A doctor from the Eastern Cape caused a stir on social media when the South African government posted a photo of him receiving the vaccine on Twitter.
Eastern Cape vaccine rollout in full swing
A range of photos, posted by Government Communication and Information System (GCIS) Eastern Cape of healthcare workers from Livingstone Hospital, Nelson Mandela Bay Municipality in Port Elizabeth, sees various healthcare workers getting their COVID-19 jabs.
The photos come after the vaccine roll-out kicked off earlier in February, with Health Minister Zweli Mkhize saying that 15 388 healthcare workers have been vaccinated in the country since the 80 000 Johnson & Johnson doses arrived in South Africa last week.
The images were captioned: “Nelson Mandela Bay District vaccine rollout is in full swing, health workers are excited to receive their doses of the coronavirus Johnson & Johnson Vaccine at Livingstone Hospital in Nelson Mandela Bay.”
According to IOL, Twitter folk were quick to focus on one eye-catching image:
Now, many on social media are looking for the “doctor in frame one” to give them the jab:
“Oh wow! Please tell me where he works … I’m applying as his receptionist. Imagine looking at that every day,“ another user commented on Facebook.
“If he personally administers the vaccine, I’ll take two please.”
“I need to know who this doctor is…. for research purposes…” said another.
IOL identified the doctor in the photo as Dr Adam Woodford, who with Matron Tembisa Notshe, Dr Emmanuel Muganzi and Dr Grant Delport received their vaccines last Friday.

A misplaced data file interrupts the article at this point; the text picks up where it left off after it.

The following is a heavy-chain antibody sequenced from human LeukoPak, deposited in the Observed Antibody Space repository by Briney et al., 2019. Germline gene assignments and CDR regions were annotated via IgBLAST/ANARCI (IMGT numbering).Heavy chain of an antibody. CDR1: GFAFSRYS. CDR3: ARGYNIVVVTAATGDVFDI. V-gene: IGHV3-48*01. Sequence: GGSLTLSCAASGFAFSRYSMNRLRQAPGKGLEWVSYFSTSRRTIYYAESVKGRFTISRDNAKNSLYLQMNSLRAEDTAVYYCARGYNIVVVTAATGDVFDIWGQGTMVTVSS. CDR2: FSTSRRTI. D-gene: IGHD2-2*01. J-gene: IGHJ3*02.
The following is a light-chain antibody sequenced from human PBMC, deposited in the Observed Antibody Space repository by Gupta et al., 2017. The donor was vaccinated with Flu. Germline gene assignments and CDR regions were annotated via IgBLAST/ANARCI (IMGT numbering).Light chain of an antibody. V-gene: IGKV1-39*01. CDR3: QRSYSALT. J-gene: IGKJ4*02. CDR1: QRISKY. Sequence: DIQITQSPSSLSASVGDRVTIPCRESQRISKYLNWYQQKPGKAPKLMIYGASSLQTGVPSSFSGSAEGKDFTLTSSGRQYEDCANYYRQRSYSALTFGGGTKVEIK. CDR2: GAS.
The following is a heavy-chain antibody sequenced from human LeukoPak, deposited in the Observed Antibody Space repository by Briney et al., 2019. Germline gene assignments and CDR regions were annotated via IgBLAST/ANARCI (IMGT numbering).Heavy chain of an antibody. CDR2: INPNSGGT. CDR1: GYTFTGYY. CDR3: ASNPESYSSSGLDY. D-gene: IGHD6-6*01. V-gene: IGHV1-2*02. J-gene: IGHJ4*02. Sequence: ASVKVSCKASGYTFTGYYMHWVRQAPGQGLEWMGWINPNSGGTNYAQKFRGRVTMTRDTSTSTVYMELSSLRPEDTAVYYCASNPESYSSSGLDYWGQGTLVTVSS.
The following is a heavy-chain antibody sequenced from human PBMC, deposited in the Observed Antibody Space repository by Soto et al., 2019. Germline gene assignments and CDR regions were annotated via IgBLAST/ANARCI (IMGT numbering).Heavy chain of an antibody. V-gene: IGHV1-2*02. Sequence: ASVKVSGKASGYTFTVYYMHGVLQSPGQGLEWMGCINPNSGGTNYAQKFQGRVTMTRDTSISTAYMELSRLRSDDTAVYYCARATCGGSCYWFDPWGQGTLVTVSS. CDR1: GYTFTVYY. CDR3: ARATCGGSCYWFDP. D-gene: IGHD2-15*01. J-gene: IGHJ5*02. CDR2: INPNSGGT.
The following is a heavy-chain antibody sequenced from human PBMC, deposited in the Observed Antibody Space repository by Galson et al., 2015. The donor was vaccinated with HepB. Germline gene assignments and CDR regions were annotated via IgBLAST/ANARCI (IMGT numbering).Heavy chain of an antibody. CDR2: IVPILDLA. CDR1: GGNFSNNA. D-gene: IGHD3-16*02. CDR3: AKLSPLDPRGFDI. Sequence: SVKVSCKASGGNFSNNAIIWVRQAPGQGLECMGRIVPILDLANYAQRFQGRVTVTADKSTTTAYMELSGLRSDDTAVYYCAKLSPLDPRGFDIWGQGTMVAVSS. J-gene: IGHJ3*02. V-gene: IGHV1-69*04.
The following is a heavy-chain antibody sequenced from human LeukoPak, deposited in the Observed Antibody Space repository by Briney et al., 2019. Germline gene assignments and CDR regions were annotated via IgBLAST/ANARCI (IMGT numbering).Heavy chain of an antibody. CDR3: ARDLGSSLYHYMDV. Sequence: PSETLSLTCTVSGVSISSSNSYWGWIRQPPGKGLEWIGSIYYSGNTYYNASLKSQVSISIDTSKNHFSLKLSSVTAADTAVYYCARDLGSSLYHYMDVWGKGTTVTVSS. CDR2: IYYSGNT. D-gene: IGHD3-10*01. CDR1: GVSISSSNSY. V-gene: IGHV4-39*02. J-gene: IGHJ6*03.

Dr Woodford, who was previously infected with COVID-19, spoke about the experience to GCIS and said that he was glad that he could get the vaccine and do his part in helping to stop the spread of COVID-19.
“Seeing so many of my colleagues, as well as our patients, get sick with it (is tough) … It’s also really difficult each time one of us gets COVID-19 then we’re severely staff depleted.”
After his injection, he said: “I’m feeling good, I don’t like needles, I just looked away, and didn’t feel too much. I’m glad it’s done, and hopefully, this means I protect myself and those around me.”
He said later on social media that the injection itself wasn’t bad as “it’s very little that is injected” and that a Voltaren injection he got before was more painful.
It looks like South Africans like to amuse each other on social media. At the end of last year, Boerboel Wear, a proudly South African camo and outdoor clothing brand, recently caused a stir on social media when they posted a somewhat raunchy advertisement promoting their new denim Kalahari shirt.